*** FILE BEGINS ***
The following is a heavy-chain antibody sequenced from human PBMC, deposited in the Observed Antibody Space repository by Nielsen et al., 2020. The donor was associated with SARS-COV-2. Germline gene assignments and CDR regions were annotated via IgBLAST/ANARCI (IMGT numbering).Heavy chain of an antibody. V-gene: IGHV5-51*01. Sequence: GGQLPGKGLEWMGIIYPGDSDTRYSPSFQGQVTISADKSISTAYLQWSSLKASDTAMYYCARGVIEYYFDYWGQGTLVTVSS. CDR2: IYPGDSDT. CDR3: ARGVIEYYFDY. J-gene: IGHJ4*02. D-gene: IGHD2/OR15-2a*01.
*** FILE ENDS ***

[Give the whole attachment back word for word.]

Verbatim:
The following is a heavy-chain antibody sequenced from human PBMC, deposited in the Observed Antibody Space repository by Nielsen et al., 2020. The donor was associated with SARS-COV-2. Germline gene assignments and CDR regions were annotated via IgBLAST/ANARCI (IMGT numbering).Heavy chain of an antibody. V-gene: IGHV5-51*01. Sequence: GGQLPGKGLEWMGIIYPGDSDTRYSPSFQGQVTISADKSISTAYLQWSSLKASDTAMYYCARGVIEYYFDYWGQGTLVTVSS. CDR2: IYPGDSDT. CDR3: ARGVIEYYFDY. J-gene: IGHJ4*02. D-gene: IGHD2/OR15-2a*01.